... very much worth repeating here. From his famous "sand in the wheels" article:
I believe that the basic problem today is not the exchange rate regime, whether fixed or floating. Debate on the regime evades and obscures the essential problem. That is the excessive international-or better, inter-currency-mobility of private financial capital. ... National economies and national governments are not capable of adjusting to massive movements of funds across the foreign exchanges, without real hardship and without significant sacrifice of the objectives of national economic policy with respect to employment, output, and inflation. Specifically, the mobility of financial capital limits viable differences among national interest rates and thus severely restricts the ability of central banks and governments to pursue monetary and fiscal policies appropriate to their internal economies. Likewise speculation on exchange rates, whether its consequences are vast shifts of official assets and debts or large movements of exchange rates themselves, have serious and frequently painful real internal economic consequences. Domestic policies are relatively powerless to escape them or offset them.
The basic problems are these. Goods and labor move, in response to international price signals, much more sluggishly than fluid funds. Prices in goods and labor markets move much more sluggishly, in response to excess supply or demand, than the prices of financial assets, including exchange rates. ...
There are two ways to go. One is toward a common currency, common monetary and fiscal policy, and economic integration. The other is toward greater financial segmentation between nations or currency areas, permitting their central banks and governments greater autonomy in policies tailored to their specific economic institutions and objectives. The first direction, however appealing, is clearly not a viable option in the foreseeable future, i.e., the twentieth century. I therefore regretfully recommend the second, and my proposal is to throw some sand in the wheels of our excessively efficient international money markets.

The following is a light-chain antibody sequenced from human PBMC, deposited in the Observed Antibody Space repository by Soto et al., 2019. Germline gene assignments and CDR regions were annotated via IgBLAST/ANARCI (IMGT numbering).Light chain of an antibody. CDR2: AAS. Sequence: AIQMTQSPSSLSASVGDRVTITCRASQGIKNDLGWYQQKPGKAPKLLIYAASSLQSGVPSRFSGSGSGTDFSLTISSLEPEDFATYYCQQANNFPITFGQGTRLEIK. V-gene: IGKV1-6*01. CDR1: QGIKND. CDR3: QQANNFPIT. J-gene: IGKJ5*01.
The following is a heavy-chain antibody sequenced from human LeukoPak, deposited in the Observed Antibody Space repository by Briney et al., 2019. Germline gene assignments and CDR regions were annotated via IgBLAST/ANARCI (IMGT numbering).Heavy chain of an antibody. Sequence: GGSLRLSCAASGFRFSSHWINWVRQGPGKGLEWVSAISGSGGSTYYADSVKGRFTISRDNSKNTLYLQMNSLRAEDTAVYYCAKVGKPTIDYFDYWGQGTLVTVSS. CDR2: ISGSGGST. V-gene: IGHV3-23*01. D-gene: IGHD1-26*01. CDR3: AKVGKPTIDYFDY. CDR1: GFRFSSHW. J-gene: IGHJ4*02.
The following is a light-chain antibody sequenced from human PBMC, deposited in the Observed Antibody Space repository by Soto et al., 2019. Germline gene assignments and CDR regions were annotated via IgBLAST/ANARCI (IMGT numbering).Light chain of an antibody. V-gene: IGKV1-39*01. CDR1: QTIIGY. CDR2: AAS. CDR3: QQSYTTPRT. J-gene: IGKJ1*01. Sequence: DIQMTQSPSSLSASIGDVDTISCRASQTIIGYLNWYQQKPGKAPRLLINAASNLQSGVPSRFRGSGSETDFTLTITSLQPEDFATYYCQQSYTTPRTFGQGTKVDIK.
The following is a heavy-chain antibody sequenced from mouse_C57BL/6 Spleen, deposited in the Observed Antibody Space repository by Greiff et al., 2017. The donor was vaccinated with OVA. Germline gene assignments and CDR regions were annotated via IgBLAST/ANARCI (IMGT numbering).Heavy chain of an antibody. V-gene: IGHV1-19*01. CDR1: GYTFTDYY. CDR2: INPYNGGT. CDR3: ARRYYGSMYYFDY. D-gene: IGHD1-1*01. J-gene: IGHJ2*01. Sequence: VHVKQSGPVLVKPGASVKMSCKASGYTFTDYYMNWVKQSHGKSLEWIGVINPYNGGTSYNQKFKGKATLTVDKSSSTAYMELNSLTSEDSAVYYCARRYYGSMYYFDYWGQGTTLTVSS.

But first let us pay our respects to the "one world" ideal. Within the United States, of course, capital is extremely mobile between regions, and has been for a long time. Its mobility has served, continues to serve, important economic functions: mobilizing funds from high-saving areas to finance investments that develop areas with high marginal productivities of capital; financing trade deficits which arise from regional shifts in population and comparative advantage or from transient economic or natural shocks. With nationwide product and labor markets, goods and labor also flow readily to areas of high demand, and this mobility is the essential solution to the problems of regional depression and obsolescence that inevitably occur. There is neither need for, nor possibility of, regional macroeconomic policies. ...With a common currency, national financial and capital markets, and a single national monetary policy, movements of funds to exploit interest arbitrage or to speculate on exchange rate fluctuations cannot be sources of disturbances and painful interregional adjustments.
To recite this familiar account is to remind us how difficult it would be to replicate its prerequisites on a worldwide basis. ...
At present the world enjoys many benefits of the increased worldwide economic integration of the last thirty years. But the integration is partial and unbalanced; in particular private financial markets have become internationalized much more rapidly and completely than other economic and political institutions. That is why we are in trouble. So I turn to the second, and second best, way out, forcing some segmentation of inter-currency financial markets.
The proposal is an internationally uniform tax on all spot conversions of one currency into another, proportional to the size of the transaction. The tax would particularly deter short-term financial round-trip excursions into another currency. A 1% tax, for example, could be overcome only by an 8 point differential in the annual yields of Treasury bills or Eurocurrency deposits denominated in dollars and Deutschmarks. The corresponding differential for one-year maturities would be 2 points. A permanent investment in another country or currency area, with regular repatriation of yield when earned, would need a 2% advantage in marginal efficiency over domestic investment. The impact of the tax would be less for permanent currency shifts, or for longer maturities. Because of exchange risks, capital value risks, and market imperfections, interest arbitrage and exchange speculation are less troublesome in long maturities. Moreover, it is desirable to obstruct as little as possible international movements of capital responsive to long-run portfolio preferences and profit opportunities.
How about generalizing this idea to all securities transactions, domestic as well as international? If leverage--short-term debt--is a big part of the problem, isn't taxing it an important part of the solution?